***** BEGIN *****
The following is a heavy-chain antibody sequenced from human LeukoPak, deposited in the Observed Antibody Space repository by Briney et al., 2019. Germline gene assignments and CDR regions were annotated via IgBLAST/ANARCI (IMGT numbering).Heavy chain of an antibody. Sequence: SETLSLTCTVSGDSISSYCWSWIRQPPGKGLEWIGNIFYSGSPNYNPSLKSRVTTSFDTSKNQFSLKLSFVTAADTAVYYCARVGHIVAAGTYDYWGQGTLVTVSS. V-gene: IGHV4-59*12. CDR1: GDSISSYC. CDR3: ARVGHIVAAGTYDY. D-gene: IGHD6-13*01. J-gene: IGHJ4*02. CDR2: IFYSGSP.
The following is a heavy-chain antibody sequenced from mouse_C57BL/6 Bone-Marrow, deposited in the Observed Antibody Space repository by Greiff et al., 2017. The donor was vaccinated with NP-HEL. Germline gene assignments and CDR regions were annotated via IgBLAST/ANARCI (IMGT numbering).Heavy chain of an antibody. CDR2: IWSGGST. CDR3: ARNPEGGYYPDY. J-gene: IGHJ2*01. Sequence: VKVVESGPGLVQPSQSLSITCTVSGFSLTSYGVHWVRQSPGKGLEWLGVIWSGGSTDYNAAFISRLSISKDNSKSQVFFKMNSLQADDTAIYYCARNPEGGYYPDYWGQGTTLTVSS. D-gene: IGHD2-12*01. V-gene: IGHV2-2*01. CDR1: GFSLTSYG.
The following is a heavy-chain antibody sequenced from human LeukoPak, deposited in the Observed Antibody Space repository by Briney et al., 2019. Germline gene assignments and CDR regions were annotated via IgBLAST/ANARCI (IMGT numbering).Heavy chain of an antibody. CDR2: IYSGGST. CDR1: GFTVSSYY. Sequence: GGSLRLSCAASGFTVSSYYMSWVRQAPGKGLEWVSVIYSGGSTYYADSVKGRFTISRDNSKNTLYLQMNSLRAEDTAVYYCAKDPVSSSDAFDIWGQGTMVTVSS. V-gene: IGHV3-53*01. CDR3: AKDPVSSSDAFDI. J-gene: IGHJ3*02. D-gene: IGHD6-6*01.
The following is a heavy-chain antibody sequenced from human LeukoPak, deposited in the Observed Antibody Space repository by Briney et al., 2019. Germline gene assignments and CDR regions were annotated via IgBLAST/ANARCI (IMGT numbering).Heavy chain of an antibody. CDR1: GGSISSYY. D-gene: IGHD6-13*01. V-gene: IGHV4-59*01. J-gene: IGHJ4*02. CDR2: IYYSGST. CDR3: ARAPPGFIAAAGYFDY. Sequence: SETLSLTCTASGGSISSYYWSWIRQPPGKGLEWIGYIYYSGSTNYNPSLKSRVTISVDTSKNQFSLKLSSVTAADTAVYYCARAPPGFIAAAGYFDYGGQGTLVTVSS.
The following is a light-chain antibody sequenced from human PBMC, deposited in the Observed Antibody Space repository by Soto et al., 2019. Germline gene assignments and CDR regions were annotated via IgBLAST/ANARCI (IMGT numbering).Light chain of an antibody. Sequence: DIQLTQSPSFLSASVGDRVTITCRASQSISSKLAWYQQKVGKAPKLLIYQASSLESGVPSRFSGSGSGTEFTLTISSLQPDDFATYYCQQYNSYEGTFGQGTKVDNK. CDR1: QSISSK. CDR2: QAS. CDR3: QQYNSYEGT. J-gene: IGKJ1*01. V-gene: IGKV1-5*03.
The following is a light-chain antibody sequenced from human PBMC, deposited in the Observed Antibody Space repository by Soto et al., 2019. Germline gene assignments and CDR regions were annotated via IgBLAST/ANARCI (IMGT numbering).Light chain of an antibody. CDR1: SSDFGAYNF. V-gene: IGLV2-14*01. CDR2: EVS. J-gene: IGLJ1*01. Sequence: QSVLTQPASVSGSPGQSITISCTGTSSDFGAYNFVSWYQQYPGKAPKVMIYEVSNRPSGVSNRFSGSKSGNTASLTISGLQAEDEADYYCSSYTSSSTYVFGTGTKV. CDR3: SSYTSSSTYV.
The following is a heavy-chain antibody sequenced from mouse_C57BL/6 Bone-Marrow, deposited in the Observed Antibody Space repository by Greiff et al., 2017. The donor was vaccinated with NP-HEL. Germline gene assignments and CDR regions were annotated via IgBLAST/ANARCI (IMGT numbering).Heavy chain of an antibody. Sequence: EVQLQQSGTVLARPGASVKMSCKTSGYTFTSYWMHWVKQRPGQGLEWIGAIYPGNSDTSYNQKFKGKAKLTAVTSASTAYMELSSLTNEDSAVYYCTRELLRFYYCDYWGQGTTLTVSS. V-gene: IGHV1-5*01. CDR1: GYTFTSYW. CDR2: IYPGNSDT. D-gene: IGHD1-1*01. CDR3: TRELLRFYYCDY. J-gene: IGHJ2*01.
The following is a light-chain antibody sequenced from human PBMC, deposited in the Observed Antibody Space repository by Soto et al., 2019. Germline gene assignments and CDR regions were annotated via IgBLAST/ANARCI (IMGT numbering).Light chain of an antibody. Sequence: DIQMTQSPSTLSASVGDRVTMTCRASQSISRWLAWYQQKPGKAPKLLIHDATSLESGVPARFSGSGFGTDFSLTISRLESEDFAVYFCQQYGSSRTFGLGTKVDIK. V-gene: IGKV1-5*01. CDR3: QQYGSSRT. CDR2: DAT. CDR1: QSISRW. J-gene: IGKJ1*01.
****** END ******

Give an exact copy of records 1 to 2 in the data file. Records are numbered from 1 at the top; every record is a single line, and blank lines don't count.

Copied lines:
The following is a heavy-chain antibody sequenced from human LeukoPak, deposited in the Observed Antibody Space repository by Briney et al., 2019. Germline gene assignments and CDR regions were annotated via IgBLAST/ANARCI (IMGT numbering).Heavy chain of an antibody. Sequence: SETLSLTCTVSGDSISSYCWSWIRQPPGKGLEWIGNIFYSGSPNYNPSLKSRVTTSFDTSKNQFSLKLSFVTAADTAVYYCARVGHIVAAGTYDYWGQGTLVTVSS. V-gene: IGHV4-59*12. CDR1: GDSISSYC. CDR3: ARVGHIVAAGTYDY. D-gene: IGHD6-13*01. J-gene: IGHJ4*02. CDR2: IFYSGSP.
The following is a heavy-chain antibody sequenced from mouse_C57BL/6 Bone-Marrow, deposited in the Observed Antibody Space repository by Greiff et al., 2017. The donor was vaccinated with NP-HEL. Germline gene assignments and CDR regions were annotated via IgBLAST/ANARCI (IMGT numbering).Heavy chain of an antibody. CDR2: IWSGGST. CDR3: ARNPEGGYYPDY. J-gene: IGHJ2*01. Sequence: VKVVESGPGLVQPSQSLSITCTVSGFSLTSYGVHWVRQSPGKGLEWLGVIWSGGSTDYNAAFISRLSISKDNSKSQVFFKMNSLQADDTAIYYCARNPEGGYYPDYWGQGTTLTVSS. D-gene: IGHD2-12*01. V-gene: IGHV2-2*01. CDR1: GFSLTSYG.